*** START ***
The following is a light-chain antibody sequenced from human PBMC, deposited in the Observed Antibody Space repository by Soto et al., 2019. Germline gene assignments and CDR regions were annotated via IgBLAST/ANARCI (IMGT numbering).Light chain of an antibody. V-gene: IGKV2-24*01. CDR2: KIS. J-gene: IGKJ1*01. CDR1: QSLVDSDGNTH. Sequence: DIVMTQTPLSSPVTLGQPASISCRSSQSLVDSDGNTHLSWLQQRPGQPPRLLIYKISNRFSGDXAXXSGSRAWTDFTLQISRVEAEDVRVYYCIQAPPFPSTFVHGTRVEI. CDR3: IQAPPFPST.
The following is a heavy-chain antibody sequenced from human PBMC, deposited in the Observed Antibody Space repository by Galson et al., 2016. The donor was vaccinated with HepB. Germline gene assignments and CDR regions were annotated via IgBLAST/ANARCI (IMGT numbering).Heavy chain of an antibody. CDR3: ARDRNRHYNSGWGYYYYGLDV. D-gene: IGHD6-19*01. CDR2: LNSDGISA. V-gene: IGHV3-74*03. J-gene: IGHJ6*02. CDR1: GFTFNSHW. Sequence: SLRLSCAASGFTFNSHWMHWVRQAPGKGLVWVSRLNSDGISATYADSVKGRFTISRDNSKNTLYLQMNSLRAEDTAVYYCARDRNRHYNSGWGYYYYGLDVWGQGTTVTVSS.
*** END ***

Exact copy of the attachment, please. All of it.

The following is a light-chain antibody sequenced from human PBMC, deposited in the Observed Antibody Space repository by Soto et al., 2019. Germline gene assignments and CDR regions were annotated via IgBLAST/ANARCI (IMGT numbering).Light chain of an antibody. V-gene: IGKV2-24*01. CDR2: KIS. J-gene: IGKJ1*01. CDR1: QSLVDSDGNTH. Sequence: DIVMTQTPLSSPVTLGQPASISCRSSQSLVDSDGNTHLSWLQQRPGQPPRLLIYKISNRFSGDXAXXSGSRAWTDFTLQISRVEAEDVRVYYCIQAPPFPSTFVHGTRVEI. CDR3: IQAPPFPST.
The following is a heavy-chain antibody sequenced from human PBMC, deposited in the Observed Antibody Space repository by Galson et al., 2016. The donor was vaccinated with HepB. Germline gene assignments and CDR regions were annotated via IgBLAST/ANARCI (IMGT numbering).Heavy chain of an antibody. CDR3: ARDRNRHYNSGWGYYYYGLDV. D-gene: IGHD6-19*01. CDR2: LNSDGISA. V-gene: IGHV3-74*03. J-gene: IGHJ6*02. CDR1: GFTFNSHW. Sequence: SLRLSCAASGFTFNSHWMHWVRQAPGKGLVWVSRLNSDGISATYADSVKGRFTISRDNSKNTLYLQMNSLRAEDTAVYYCARDRNRHYNSGWGYYYYGLDVWGQGTTVTVSS.